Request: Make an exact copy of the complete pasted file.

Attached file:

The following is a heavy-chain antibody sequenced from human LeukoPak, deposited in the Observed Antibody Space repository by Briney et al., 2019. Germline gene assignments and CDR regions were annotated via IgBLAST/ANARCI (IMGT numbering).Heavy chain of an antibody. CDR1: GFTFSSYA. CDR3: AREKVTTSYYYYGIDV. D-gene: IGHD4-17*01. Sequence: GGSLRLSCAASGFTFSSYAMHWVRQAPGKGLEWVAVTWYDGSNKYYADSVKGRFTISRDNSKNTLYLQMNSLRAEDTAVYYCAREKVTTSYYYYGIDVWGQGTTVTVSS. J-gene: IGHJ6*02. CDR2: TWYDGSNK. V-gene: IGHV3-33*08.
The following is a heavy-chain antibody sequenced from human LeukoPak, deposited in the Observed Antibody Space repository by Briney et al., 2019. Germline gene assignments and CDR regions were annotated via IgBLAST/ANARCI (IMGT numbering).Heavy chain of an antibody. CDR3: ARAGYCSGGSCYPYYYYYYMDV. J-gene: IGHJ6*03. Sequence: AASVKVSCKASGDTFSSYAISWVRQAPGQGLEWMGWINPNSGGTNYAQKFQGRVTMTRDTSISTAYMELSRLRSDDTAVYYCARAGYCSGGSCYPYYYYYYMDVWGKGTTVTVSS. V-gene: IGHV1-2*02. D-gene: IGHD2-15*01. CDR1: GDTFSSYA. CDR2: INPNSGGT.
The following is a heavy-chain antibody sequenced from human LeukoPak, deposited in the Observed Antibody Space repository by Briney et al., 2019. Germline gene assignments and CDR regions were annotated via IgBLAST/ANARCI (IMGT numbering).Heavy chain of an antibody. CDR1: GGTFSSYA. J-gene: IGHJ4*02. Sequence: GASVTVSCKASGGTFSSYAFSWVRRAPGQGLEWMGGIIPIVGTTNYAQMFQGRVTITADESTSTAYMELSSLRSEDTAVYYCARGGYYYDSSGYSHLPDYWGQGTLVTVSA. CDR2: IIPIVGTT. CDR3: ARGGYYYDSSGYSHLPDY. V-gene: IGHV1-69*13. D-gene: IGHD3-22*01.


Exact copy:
The following is a heavy-chain antibody sequenced from human LeukoPak, deposited in the Observed Antibody Space repository by Briney et al., 2019. Germline gene assignments and CDR regions were annotated via IgBLAST/ANARCI (IMGT numbering).Heavy chain of an antibody. CDR1: GFTFSSYA. CDR3: AREKVTTSYYYYGIDV. D-gene: IGHD4-17*01. Sequence: GGSLRLSCAASGFTFSSYAMHWVRQAPGKGLEWVAVTWYDGSNKYYADSVKGRFTISRDNSKNTLYLQMNSLRAEDTAVYYCAREKVTTSYYYYGIDVWGQGTTVTVSS. J-gene: IGHJ6*02. CDR2: TWYDGSNK. V-gene: IGHV3-33*08.
The following is a heavy-chain antibody sequenced from human LeukoPak, deposited in the Observed Antibody Space repository by Briney et al., 2019. Germline gene assignments and CDR regions were annotated via IgBLAST/ANARCI (IMGT numbering).Heavy chain of an antibody. CDR3: ARAGYCSGGSCYPYYYYYYMDV. J-gene: IGHJ6*03. Sequence: AASVKVSCKASGDTFSSYAISWVRQAPGQGLEWMGWINPNSGGTNYAQKFQGRVTMTRDTSISTAYMELSRLRSDDTAVYYCARAGYCSGGSCYPYYYYYYMDVWGKGTTVTVSS. V-gene: IGHV1-2*02. D-gene: IGHD2-15*01. CDR1: GDTFSSYA. CDR2: INPNSGGT.
The following is a heavy-chain antibody sequenced from human LeukoPak, deposited in the Observed Antibody Space repository by Briney et al., 2019. Germline gene assignments and CDR regions were annotated via IgBLAST/ANARCI (IMGT numbering).Heavy chain of an antibody. CDR1: GGTFSSYA. J-gene: IGHJ4*02. Sequence: GASVTVSCKASGGTFSSYAFSWVRRAPGQGLEWMGGIIPIVGTTNYAQMFQGRVTITADESTSTAYMELSSLRSEDTAVYYCARGGYYYDSSGYSHLPDYWGQGTLVTVSA. CDR2: IIPIVGTT. CDR3: ARGGYYYDSSGYSHLPDY. V-gene: IGHV1-69*13. D-gene: IGHD3-22*01.